The focus on military strikes - so far almost wholly free of the disastrous misfirings that have killed many civilians in previous wars - helps to sustain the glow of a “good war”. The main story holds, that the reassembled good guys are protecting Libyans civilians from a monstrous dictator; and this time they have even taken the precaution of having some of the “others”, in this case the Arab League, on side.
The realist frame
For the time being, then - which could be short in this fast-moving conflict - Libya is quite a different story from Iraq. The combination of military success and intensive television coverage makes it resemble more the short (seventy-eight days) war in Kosovo in 1999. More generally, and here the comparison extends to the earlier wars of Yugoslavia’s break-up, a strong motivation of western states is to wage the anti-Gaddafi campaign while saving their electorates from having to watch on the television news the distressing effects of military combat.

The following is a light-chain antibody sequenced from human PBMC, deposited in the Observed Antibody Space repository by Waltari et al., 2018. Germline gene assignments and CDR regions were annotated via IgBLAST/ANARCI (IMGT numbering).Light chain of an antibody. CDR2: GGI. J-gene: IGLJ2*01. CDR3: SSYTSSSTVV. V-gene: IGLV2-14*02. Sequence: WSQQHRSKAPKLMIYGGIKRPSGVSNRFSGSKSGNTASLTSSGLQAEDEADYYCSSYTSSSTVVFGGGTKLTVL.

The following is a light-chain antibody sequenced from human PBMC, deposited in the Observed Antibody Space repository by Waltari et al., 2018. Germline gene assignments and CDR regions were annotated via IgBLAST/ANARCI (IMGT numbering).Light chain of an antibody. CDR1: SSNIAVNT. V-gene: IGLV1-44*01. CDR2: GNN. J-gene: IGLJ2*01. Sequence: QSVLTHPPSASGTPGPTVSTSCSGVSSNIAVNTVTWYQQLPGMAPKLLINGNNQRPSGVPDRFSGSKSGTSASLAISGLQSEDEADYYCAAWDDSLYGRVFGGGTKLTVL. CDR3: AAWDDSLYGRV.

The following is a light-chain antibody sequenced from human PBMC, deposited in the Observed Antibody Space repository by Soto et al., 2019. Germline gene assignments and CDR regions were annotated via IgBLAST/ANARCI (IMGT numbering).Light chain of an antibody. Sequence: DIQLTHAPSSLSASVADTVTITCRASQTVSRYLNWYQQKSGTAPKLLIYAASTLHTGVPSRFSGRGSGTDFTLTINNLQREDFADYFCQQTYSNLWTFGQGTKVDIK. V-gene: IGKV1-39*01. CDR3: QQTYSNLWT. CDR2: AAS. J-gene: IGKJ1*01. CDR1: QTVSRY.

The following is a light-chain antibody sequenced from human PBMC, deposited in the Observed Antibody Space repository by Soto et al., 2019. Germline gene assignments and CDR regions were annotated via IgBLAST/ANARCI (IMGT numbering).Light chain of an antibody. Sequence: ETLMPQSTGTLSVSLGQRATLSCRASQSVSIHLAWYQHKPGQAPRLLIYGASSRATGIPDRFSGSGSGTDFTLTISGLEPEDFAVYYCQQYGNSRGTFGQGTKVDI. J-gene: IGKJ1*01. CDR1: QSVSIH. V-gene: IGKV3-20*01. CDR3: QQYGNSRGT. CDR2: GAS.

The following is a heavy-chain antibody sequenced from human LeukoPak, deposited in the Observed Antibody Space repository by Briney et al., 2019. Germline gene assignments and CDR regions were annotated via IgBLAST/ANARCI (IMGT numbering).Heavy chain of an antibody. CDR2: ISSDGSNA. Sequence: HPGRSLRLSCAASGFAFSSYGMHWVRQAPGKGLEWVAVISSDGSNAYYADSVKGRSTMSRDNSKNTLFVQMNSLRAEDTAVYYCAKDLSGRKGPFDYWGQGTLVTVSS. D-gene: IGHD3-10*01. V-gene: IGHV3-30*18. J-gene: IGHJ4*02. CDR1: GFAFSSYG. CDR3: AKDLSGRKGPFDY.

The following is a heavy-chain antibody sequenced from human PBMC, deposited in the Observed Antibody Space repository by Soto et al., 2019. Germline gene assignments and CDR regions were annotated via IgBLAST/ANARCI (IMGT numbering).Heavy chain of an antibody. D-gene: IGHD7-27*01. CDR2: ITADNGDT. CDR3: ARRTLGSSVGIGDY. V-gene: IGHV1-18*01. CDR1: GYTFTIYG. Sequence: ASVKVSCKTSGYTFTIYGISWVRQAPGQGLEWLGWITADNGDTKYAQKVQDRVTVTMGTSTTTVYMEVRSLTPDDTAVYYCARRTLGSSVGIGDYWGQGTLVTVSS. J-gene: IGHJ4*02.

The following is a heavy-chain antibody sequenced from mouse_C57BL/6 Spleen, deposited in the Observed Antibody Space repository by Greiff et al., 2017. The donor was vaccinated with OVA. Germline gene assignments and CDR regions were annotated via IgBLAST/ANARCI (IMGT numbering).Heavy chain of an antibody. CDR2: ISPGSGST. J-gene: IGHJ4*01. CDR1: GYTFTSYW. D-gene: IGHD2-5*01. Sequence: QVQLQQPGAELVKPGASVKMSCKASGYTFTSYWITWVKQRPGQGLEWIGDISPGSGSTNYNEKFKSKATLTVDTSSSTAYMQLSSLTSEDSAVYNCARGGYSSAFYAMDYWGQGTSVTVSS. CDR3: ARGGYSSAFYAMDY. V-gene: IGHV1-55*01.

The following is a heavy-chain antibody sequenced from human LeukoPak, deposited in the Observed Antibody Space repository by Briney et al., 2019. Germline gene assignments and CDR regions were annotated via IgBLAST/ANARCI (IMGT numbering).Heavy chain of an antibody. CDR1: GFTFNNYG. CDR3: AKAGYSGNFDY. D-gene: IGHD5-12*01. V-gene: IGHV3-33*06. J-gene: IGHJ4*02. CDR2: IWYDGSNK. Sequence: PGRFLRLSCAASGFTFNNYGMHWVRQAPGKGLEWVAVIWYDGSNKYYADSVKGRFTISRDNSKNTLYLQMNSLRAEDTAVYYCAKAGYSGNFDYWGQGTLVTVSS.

The real conflict over Libya’s future is thus filtered through western political worlds that are pressed by intensive news-cycles. These pressures, powerful enough in “normal” times, accelerate where (as with Bosnia, Kosovo and now Libya) unequal conflicts in which state forces are committing or threatening massacre of vulnerable populations can produce among domestic audiences a “something-must-be-done” mood.